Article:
All Island high school students are invited to share their thoughts about these questions through their paintings, drawings, photographs or sculptures. Selected submissions will be exhibited at Island venues, and . . .

Prizes will be awarded!

Entries are due May 1, 2014. 

Registrations must be received by April 25, 2014.

Registration for the contest is easy! All you need to know right now is which category you wish to enter: Drawing, Painting, Photography, or Sculpture. Or, you can enter more than one! (Just submit a separate form for each.)
Many Hands Make Light Work of Invasive Species

Beachgrass, Ammophila breviligulata (left) is an important part of the native beach ecosystem, helping to stabilize dunes. The invasive spotted knapweed, Centaurea maculosa (right) is similarly a pioneer species, readily colonizing newly created growing sites. But the similarity ends there; where beachgrass pioneers to support a native ecosystem, spotted knapweed arrives to conquer

The Dukes County and Friends of Sengekontacket Barrier Beach Task Force is seeking volunteers for a project aimed at improving the plant life at Joseph Sylvia State Beach. On Saturday, March 29 (rain date March 30) they will be working to remove spotted knapweed, a persistent invasive species, and plant new beach grass.

Volunteers please meet
at 10:00 am on the beach at the path closest to the Big Bridge on the Oak Bluffs side (Pathway 22).  Bring work gloves, a trowel or garden spade, and sun protection. For additional information, contact Greg Palermo by email or at (908) 403-0721.
Fertilizer Regulations are Coming:
A Crucial Public Hearing

The MV Commission hosts a public hearing this Thursday, March 27 at 7:00 pm to hear testimony regarding new fertilizer regulations. In a effort to reduce nutrient pollution in our waterways, a recent state law will enact new restrictions on the sale and use of fertilizers. However, due to our unique coastal ecology, the Cape and Islands have been given a narrow window to create our own rules, locally tailored to more closely match our environmental concerns. One of the most important of these concerns is that the primary nutrient problem in our coastal waters is nitrogen, but the emphasis of the state law is phosphorus.

This Thursday's hearing is crucial because time is short: to avoid defaulting to the state regulations, and therefore miss an excellent opportunity to improve the water quality in our estuaries, our local regulations must approved at this April's town meetings. Come share your voice and help fight for strong protection of Island waters!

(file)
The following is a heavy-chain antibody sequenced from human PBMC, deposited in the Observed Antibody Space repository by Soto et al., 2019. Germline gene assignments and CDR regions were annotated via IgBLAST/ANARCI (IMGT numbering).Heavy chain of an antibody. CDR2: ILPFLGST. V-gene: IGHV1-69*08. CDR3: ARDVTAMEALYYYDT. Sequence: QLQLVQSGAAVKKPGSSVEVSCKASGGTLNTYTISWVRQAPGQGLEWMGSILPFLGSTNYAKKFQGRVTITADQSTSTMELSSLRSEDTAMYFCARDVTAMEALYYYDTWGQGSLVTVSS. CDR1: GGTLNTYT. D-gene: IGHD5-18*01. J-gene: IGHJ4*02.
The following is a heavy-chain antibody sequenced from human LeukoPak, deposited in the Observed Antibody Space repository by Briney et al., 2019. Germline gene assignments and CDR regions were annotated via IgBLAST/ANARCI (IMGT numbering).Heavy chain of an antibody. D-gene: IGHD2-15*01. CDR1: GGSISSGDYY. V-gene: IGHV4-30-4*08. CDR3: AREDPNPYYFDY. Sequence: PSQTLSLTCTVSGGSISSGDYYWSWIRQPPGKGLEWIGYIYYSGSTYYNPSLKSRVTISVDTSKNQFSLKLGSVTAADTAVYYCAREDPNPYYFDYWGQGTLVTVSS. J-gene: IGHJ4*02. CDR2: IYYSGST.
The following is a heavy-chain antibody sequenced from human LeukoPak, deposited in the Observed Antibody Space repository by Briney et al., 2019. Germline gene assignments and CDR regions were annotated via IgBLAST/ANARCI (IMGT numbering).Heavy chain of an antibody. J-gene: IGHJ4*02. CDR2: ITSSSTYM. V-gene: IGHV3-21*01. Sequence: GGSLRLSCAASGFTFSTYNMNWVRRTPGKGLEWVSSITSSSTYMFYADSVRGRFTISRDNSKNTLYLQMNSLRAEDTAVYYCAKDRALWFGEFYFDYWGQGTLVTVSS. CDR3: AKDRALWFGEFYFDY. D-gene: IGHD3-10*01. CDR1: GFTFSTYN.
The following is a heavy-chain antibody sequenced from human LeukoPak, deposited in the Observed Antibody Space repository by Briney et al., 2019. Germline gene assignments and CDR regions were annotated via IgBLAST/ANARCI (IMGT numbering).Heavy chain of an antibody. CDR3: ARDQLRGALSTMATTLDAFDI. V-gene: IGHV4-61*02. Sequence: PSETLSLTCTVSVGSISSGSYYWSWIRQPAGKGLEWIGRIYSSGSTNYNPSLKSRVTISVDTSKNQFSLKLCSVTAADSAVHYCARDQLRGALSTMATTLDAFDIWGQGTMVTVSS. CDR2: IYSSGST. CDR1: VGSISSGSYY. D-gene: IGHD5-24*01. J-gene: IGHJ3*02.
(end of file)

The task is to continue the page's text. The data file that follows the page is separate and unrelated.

Other News

Was 2013 Warmer than 2012?
It Depends on Where You Were

After a harsh (and seemingly endless) winter, complete with snow in the forecast for Wednesday, it may be hard to believe that, globally, 2013 was in fact the 6th warmest year on record. That's the announcement today from the World Meteorological Organization, as reported by Climate Central. Clearly, there can be large differences in yearly weather across regions of the globe: for example, 2012 was the warmest year on record in the 48 contiguous U.S. states, but only the 10th warmest globally. Given that 2013 featured extreme heat throughout much of the southern hemisphere (especially Australia), and a bitterly cold winter in much of the U.S., we might expect something of a reversal in the rankings.

Unfortunately, the graph (above) that Climate Central created to accompany their story is somewhat similar to that used in their 2012 story, a confusing mess that prompted last year's "Worst Almanac Entry on Record." Where the 2012 graph seems deliberately misleading, though, this year's is mostly just confusing.

In contrast, this image (from NOAA) gets the point across clearly, with the years in order from left-to-right and no funny business with optical illusions. Looking across decades, the planet is clearly warming, and there is no evidence of a slowdown. When the facts are on your side, you don't need to confuse or exaggerate!
Submit your conservation news to: almanac@vineyardconservation.org

Copyright (C) *2014* *Vineyard Conservation Society* All rights reserved.

Original content by Jeremy Houser unless otherwise noted.